Not just for cost

Michael, 35, couldn’t find any good doctor in the United States to conduct his Stem Cell treatment. He was suffering with Lyme’s disease, which causes nerve and muscle damage and brain lesions…and the patient suffers near-constant pain. Following the advice of his doctor in the US, he decided to visit Medanta. He made three trips to the Hospital, as part of the embryonic Stem Cell Therapy programme. Today Michael is healed and working as an energy therapist in San Francisco. “The Western system failed in my case. My India visit not only helped me recover, it also helped in my spiritual growth. I have learned to live life with a purpose. Besides, the visits offered ex-

actly what my life needed at that time - and that was hope” he smiles. Michael has fallen in love with the City; he likes everything about it - be it the malls, Ayurveda spas or a trip to Cyber Hub! In fact, for many foreign patients, it is not just about cost; it is also about the medical expertise and the overall experience – which seems to help them heal better and faster. How are hospitals managing this new form of ‘Tourism’? “Right from the arrival of patient at the Hospital, to his/ her departure at the Airport, we take on the responsibility for his/her safety and wellbeing,” says Dr. Devlina of Artemis. Dr. Farida says, “India is also known for ancient alternative therapies such as Ayurveda, Yoga and Meditation, and Therapeutic Massages. Foreign patients are happy to undertake these as add-ons, and this benefits the whole industry.” Gurgaon hospitals, with their highly skilled and experienced personnel, many with international exposure, excel in Cardiology, Orthopedic Surgery, Bariatric Surgeries, Gastroenterology, Ophthalmology, Dentistry and Urology. Besides, the Medical industry in the City has kept pace with the latest technology; the strong Pharmaceutical sector has already gained recognition across the world. Gurgaon is already a name on the lips of many doctors and patients across the world. Perhaps Medical Tourism will be the New Millennium Industry – following Auto and BPO/IT – and like them, offer benefits to many ancillary and complementary products and services.u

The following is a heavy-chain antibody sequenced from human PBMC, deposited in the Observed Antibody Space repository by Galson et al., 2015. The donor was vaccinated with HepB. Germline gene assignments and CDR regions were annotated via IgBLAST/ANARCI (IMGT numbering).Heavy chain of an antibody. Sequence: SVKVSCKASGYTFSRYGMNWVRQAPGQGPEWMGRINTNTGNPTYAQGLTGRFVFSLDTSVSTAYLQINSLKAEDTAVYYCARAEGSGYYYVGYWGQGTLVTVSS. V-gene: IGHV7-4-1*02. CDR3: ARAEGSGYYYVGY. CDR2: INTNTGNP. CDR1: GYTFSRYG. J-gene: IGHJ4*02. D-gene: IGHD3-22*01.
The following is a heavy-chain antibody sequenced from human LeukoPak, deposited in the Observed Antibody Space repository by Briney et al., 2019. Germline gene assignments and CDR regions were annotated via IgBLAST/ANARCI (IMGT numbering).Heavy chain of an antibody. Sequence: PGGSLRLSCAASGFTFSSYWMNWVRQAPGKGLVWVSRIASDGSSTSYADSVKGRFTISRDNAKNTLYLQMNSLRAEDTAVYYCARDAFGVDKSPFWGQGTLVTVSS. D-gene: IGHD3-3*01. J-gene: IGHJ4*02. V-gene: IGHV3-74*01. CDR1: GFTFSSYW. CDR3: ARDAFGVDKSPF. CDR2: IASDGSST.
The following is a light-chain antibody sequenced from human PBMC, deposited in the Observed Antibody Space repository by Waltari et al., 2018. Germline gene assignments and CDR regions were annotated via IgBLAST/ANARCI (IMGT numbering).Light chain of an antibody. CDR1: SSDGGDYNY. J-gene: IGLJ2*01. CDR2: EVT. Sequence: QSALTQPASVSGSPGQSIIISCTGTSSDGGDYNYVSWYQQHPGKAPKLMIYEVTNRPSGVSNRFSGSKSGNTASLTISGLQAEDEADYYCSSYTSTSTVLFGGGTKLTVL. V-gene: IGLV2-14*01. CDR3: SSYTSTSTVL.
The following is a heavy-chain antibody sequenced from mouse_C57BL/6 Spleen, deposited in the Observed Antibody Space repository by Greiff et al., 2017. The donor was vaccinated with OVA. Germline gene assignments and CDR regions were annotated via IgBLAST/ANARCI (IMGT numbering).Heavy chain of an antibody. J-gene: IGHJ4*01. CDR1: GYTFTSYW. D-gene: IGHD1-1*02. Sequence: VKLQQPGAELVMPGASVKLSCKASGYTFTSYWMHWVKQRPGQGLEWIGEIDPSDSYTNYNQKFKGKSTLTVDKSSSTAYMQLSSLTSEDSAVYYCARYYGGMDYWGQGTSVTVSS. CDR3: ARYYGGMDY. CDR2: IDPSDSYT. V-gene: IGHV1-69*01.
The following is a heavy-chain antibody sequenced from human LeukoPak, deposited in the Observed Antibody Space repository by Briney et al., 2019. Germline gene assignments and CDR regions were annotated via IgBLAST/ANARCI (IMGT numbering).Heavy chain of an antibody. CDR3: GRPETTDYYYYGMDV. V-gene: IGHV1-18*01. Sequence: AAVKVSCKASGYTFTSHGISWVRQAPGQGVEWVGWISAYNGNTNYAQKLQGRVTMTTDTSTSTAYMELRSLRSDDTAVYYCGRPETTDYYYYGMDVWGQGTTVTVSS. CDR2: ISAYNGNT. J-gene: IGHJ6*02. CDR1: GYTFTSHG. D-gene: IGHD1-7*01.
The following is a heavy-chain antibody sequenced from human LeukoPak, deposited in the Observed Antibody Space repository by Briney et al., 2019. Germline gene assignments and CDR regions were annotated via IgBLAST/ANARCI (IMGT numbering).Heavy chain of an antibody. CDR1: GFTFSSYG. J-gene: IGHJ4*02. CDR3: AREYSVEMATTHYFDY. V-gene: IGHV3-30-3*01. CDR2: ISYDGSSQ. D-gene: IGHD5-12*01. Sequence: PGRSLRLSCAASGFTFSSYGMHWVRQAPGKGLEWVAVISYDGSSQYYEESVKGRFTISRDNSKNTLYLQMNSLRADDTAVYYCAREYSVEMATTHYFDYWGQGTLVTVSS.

08 Righting the Wrongs { Shilpy Arora/ FG }

write to us at letters@fridaygurgaon.com

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hikha (name changed) was married at the age of 10, became a mother at 14 and was divorced before she was 17. She hardly has any memories of her marriage. Unfortunately, she will probably remain unmarried throughout her life and will have to raise her child on her own. In our country (including our State), it is estimated that more than 56 per cent of the girls in rural areas get married before the age of 18 and over 70 per cent of them become mothers by the time they are 20. Child Marriage is clearly a Human Rights abuse, as both the social and physical development of a girl is compromised; it also results in early pregnancy and social isolation. In Odisha, 74-year-old Natisaha was forced to leave her home, having been displaced by a private mining project. She had no option but to move to a nearby town and live in a slum. Natisaha has joined millions of homeless people in the country, who are being deprived of their basic Human Rights of shelter, clean water, health and sanitation. Although Human Rights were an inherent component of various civilisations that have flourished in India, today they stand widely violated. Activism by Human Rights NGOs has therefore become critical. Many of these NGOs and independent Human Rights’ bodies have been working to spread awareness, and helping protect the vulnerable.